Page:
Former General Electric Co Chairman and CEO Jack Welch "I now believe we are in for one hell of a deep downturn,"
Jack Welch says U.S. faces "deep downturn"
NEW YORK (Reuters) - Former General Electric Co (GE.N) Chairman and Chief Executive Officer Jack Welch said the U.S. economy faces a deep downturn in coming quarters, and he supports a proposed $700 billion government rescue package for the financial sector.
"I now believe we are in for one hell of a deep downturn," Welch told the World Business Forum in New York on Wednesday, adding that the first quarter of 2009 will likely be "brutal."
Until recently, Welch said, he had believed the U.S. economy could avoid recession, but he has changed his mind.
"I am now caving," he said. "Get ready for real tough times. They're coming. There is no credit available."
Welch said mortgage lenders, legislators, investment bankers and others are all to blame for the crisis, which stemmed from easy credit and investors' appetite for yield.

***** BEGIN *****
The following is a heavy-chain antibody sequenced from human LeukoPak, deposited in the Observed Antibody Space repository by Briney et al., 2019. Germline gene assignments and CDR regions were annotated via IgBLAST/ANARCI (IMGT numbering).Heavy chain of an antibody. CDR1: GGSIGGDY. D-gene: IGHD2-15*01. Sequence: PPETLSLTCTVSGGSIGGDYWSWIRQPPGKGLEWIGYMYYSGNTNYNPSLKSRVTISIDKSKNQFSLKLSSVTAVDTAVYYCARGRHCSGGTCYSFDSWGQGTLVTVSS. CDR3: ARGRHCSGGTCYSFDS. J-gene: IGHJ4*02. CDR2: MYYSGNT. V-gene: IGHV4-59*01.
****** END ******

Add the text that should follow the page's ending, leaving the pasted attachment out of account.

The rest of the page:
"The problem was money didn't cost anything," Welch said. "People took swings."
He likened the crisis to Agatha Christie's "Murder on the Orient Express," in which all the suspects turn out to be guilty; but he singled out the role of investment banks in the crisis.
"We have to look at the damn investment bankers," he said. "They're playing with other people's money. The only penalty was a cut in their bonus, not their head."
Welch praised the actions taken so far by Treasury Secretary Henry Paulson, Federal Reserve Chairman Ben Bernanke and New York Fed President Timothy Geithner, calling them "brilliant public servants" who have "not let ideology get in the way of taking action."